Saturday, October 3, 2009
Here we go with another college football Saturday. On ESPN2, Iowa is playing Arkansas State and the game started at noon ET. NASCAR Countdown is scheduled for 3PM and the Nationwide Series race itself is at 3:30PM.
Allen Bestwick is poised to kick off the coverage with Rusty Wallace and Brad Daugherty alongside. This trio is reliable, dependable and excitable. As you can see from the picture above, Tony Eury Sr. is back in the Keselowski pit this week after getting injured in a Charlotte area auto accident recently. Good news.
Marty Reid is back and perhaps this week Dale Jarrett will be back on his game and give fans a feeling for what he can really do on TV. Andy Petree is always solid, but Jarrett is the star of this show and he needs to shine.
This is going to be a race filled with great stories due to a wide variety of circumstances. Sprint Cup Series veterans are mixed with rookies out to make a name for themselves and several Nationwide regulars just trying to hold on for the rest of the season.
The ESPN pit reporting corps of Jamie Little, Shannon Spake, Vince Welch and Dave Burns will be covering the live action. They may have to hustle as this big and fast track is known for producing a lot of incidents, especially with the scenario building for this race.
The ESPN production team is not slaved to a Chase format for these events and normally does not use all the bells and whistles available to them. Several Nationwide Series races produced by the team this season have simply been fun to watch. Hopefully, Kansas will join that list.
The battle for ESPN this season on shared weekends it that the Nationwide race becomes suddenly a bother. In fact, this series often produces much better racing than the its Sprint Cup big brother. Translating that to TV by giving it the same level of attention as the Sunday event is the challenge.
This post will update in the comments section the transition between the college football game and the NASCAR telecast. ESPN has a bad habit of waiting until the last minute to inform viewers of what is happening. The best guess is that ESPN Classic will once again get a visit from Allen Bestwick and company.
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Let's face it. Recent developments in the world of NASCAR's highest-profile drug policy offender have made it clear that the media is once again about to get a big taste of Jeremy Mayfield.
Never wavering from his story of mistaken lab results, Mayfield has made a move right out of a Hollywood script. Click here to read Jenna Fryer's story for the Associated Press. Mayfield has a brand new mouthpiece.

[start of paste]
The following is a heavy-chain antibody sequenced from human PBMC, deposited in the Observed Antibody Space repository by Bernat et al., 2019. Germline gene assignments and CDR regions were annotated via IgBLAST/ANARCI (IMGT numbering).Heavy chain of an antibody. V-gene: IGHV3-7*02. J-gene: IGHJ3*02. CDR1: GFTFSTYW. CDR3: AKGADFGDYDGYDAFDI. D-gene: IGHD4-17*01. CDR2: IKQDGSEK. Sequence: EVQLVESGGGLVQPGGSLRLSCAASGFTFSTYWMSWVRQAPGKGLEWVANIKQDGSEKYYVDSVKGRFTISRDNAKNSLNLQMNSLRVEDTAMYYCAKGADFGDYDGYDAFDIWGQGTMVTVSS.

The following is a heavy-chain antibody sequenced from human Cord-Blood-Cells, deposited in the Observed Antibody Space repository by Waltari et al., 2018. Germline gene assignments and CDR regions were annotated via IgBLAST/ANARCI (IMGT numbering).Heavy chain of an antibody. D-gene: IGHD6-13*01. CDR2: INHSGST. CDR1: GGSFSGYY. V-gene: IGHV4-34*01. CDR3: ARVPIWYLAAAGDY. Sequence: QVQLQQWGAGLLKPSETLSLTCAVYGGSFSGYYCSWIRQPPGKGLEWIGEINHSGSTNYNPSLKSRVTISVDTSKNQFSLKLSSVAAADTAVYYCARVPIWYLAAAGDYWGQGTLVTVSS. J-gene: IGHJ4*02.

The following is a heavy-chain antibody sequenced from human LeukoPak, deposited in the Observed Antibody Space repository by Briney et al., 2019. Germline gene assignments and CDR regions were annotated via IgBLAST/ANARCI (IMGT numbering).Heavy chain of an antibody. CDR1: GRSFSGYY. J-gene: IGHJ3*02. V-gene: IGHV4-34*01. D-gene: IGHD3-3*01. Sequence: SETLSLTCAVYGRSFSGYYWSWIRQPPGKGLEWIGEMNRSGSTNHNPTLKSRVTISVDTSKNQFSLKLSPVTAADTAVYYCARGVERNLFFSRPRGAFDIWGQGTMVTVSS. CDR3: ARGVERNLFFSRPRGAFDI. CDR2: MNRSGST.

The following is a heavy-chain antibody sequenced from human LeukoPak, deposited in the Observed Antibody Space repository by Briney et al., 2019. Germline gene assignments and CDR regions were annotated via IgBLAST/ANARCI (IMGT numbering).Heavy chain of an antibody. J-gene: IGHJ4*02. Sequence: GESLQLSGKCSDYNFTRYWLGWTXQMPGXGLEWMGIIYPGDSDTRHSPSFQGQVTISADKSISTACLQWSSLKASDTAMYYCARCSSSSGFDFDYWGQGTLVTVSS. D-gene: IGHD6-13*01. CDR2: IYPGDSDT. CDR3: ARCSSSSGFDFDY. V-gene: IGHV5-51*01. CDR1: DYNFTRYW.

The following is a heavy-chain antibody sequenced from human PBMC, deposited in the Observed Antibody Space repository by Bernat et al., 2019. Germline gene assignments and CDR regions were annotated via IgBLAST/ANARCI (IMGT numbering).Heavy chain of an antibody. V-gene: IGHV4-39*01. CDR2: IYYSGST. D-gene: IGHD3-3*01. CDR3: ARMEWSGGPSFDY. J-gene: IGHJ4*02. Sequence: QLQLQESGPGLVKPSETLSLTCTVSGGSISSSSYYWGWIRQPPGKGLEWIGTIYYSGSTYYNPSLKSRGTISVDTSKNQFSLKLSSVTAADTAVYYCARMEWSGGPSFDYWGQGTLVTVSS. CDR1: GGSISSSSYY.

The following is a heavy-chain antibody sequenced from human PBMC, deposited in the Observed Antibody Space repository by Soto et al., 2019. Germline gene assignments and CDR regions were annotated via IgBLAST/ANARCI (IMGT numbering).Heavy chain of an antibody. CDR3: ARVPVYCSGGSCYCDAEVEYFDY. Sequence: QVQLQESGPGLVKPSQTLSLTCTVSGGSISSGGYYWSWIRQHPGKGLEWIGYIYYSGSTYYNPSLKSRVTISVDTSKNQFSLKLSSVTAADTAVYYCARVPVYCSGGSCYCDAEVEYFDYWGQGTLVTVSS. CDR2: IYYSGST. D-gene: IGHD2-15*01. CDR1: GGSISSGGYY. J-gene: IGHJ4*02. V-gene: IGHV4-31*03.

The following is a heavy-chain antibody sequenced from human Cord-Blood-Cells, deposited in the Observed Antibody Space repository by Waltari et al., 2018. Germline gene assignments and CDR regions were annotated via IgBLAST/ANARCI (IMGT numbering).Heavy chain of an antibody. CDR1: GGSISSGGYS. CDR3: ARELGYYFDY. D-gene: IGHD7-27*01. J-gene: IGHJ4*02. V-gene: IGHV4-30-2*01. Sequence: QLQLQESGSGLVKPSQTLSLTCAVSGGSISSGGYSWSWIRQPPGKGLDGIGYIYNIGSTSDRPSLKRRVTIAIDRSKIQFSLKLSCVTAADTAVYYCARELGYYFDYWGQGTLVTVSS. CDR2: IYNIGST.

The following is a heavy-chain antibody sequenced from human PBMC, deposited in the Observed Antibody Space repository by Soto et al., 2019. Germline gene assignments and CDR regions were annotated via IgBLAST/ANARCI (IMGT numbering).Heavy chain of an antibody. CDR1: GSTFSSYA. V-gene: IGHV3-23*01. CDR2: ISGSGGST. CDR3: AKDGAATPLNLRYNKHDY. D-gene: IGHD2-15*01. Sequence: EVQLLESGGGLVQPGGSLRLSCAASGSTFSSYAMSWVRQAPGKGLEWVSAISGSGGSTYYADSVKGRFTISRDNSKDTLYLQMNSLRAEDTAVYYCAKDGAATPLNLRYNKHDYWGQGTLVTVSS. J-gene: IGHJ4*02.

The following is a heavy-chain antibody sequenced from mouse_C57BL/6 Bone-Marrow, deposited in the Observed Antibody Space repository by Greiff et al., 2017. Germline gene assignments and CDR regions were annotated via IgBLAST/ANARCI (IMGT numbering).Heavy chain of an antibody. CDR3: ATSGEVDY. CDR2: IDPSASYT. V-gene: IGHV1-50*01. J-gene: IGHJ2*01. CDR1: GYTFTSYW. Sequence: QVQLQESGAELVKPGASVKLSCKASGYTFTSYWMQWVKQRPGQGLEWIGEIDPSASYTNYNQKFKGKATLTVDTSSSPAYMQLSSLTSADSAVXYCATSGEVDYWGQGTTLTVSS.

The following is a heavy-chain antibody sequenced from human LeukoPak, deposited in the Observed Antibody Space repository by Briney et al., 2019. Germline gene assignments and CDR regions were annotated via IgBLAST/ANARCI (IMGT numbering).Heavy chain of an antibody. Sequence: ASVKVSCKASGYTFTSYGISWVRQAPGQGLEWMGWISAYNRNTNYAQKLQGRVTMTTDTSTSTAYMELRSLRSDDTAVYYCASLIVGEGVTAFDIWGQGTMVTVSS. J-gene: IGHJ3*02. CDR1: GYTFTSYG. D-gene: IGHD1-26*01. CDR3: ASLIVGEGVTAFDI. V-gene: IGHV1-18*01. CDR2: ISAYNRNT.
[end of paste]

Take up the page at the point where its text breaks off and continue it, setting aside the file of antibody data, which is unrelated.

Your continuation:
This time, instead of the wild-haired local Charlotte, NC attorney Bill Diehl, Mayfield has his eye on a very big prize. Pulled right out of the celebrity arena is Mark Geragos, who is pictured above.
While the Geragos focus will be squarely on NASCAR's drug testing policies, his reputation as a celebrity lawyer will certainly be put to the test. The Mayfield disaster has played out over the last months in front of an increasingly agitated NASCAR fan base.
It has been a saga where every move has a counter-move and there now seems to be no winners. NASCAR has been offering official statements about Mayfield from a cast of characters right out of a bad Burt Reynolds movie.
Through it all, Mayfield has been doing the one thing that media veterans know is going to come around again like bad meatloaf. Mayfield has talked about it publicly and is making a point to remind fans. There is always a video camera rolling when Mayfield is in action. He is recording everything.
Talking to ESPN's Marty Smith on top of a hospitality trailer in the infield...recorded.
Talking to local Charlotte TV stations from the driver's seat of his SUV...recorded.
Answering the door when the NASCAR drug police came to his house demanding a urine sample...recorded.
Mayfield has now sold his race team and says he is having a hard time making ends meet because NASCAR has denied him a right to make a living racing. Mayfield has thrown NASCAR, the Aegis testing lab, and the entire multi-million dollar NASCAR drug testing program under the bus time and time again.
You have to feel that the end result of all of this just has to be one thing. Mayfield's own reality TV series. From Housewives to fisherman to the Octomom, reality TV dominates our media world right now. SPEED promotes towing trucks in Chicago and the History Channel promotes people driving trucks in very cold places.
While we wait for the next chapter in the Mayfield saga to play-out, the other big problem he has is that so many titles have already been used for reality shows that feature drugs, alcohol, family issues and money problems.
Simpsons, Osbournes, Hogans and other families have come before the Mayfields exposing the dark side of reality TV. NASCAR is very clear on the fact that twice now Mayfield has tested positive for methamphetamine. Mayfield is very clear on the fact he has never used the drug and it is all one big mistake. We have conflict.
Throw in the drunken stepmom who might or might not have killed Mayfield's father. Add Mayfield's wife who has already starred in an earlier NASCAR reality TV show. Finally, include the celebrity lawyer who has represented clients like the late Michael Jackson, Chris Brown and Winona Ryder.
There is little doubt that Mayfield will be shopping for a reality TV deal to put money in his pocket. In TV land, even projects in the development stage have a name.
Since we have so many smart and imaginative NASCAR fans out there, let's ask for your opinion. What should Mayfield's possible new reality TV series be called?
While it may seem easy at first, it is not. The title has to be short and sweet but to the point. It has to reference Mayfield, but not necessarily NASCAR. Creativity is great, but non-racing fans have to understand it as well.
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